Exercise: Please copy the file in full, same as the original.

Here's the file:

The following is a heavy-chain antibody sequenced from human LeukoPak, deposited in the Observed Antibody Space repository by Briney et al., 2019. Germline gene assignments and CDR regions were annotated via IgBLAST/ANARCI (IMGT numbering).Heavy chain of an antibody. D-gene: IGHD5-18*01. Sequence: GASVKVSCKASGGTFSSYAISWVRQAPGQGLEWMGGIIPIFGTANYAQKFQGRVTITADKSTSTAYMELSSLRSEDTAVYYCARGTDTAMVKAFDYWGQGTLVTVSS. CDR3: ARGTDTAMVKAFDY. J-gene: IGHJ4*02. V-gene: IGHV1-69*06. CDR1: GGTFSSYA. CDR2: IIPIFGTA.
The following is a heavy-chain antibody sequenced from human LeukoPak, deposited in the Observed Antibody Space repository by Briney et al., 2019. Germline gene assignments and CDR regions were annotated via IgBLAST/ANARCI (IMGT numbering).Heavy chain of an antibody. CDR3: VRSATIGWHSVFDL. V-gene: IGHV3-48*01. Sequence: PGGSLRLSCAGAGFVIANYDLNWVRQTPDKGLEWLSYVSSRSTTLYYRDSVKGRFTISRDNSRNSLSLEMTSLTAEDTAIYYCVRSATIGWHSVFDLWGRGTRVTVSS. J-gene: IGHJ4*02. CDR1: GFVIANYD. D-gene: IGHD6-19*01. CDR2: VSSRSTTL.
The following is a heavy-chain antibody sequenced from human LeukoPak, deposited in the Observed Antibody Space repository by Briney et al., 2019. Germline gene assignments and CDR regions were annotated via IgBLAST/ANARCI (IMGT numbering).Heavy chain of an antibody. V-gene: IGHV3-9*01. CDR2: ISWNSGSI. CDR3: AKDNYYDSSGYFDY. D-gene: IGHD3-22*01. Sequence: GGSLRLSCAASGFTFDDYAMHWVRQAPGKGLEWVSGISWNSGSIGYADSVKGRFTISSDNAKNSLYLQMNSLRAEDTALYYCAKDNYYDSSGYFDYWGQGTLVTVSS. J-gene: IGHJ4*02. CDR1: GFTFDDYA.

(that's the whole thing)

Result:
The following is a heavy-chain antibody sequenced from human LeukoPak, deposited in the Observed Antibody Space repository by Briney et al., 2019. Germline gene assignments and CDR regions were annotated via IgBLAST/ANARCI (IMGT numbering).Heavy chain of an antibody. D-gene: IGHD5-18*01. Sequence: GASVKVSCKASGGTFSSYAISWVRQAPGQGLEWMGGIIPIFGTANYAQKFQGRVTITADKSTSTAYMELSSLRSEDTAVYYCARGTDTAMVKAFDYWGQGTLVTVSS. CDR3: ARGTDTAMVKAFDY. J-gene: IGHJ4*02. V-gene: IGHV1-69*06. CDR1: GGTFSSYA. CDR2: IIPIFGTA.
The following is a heavy-chain antibody sequenced from human LeukoPak, deposited in the Observed Antibody Space repository by Briney et al., 2019. Germline gene assignments and CDR regions were annotated via IgBLAST/ANARCI (IMGT numbering).Heavy chain of an antibody. CDR3: VRSATIGWHSVFDL. V-gene: IGHV3-48*01. Sequence: PGGSLRLSCAGAGFVIANYDLNWVRQTPDKGLEWLSYVSSRSTTLYYRDSVKGRFTISRDNSRNSLSLEMTSLTAEDTAIYYCVRSATIGWHSVFDLWGRGTRVTVSS. J-gene: IGHJ4*02. CDR1: GFVIANYD. D-gene: IGHD6-19*01. CDR2: VSSRSTTL.
The following is a heavy-chain antibody sequenced from human LeukoPak, deposited in the Observed Antibody Space repository by Briney et al., 2019. Germline gene assignments and CDR regions were annotated via IgBLAST/ANARCI (IMGT numbering).Heavy chain of an antibody. V-gene: IGHV3-9*01. CDR2: ISWNSGSI. CDR3: AKDNYYDSSGYFDY. D-gene: IGHD3-22*01. Sequence: GGSLRLSCAASGFTFDDYAMHWVRQAPGKGLEWVSGISWNSGSIGYADSVKGRFTISSDNAKNSLYLQMNSLRAEDTALYYCAKDNYYDSSGYFDYWGQGTLVTVSS. J-gene: IGHJ4*02. CDR1: GFTFDDYA.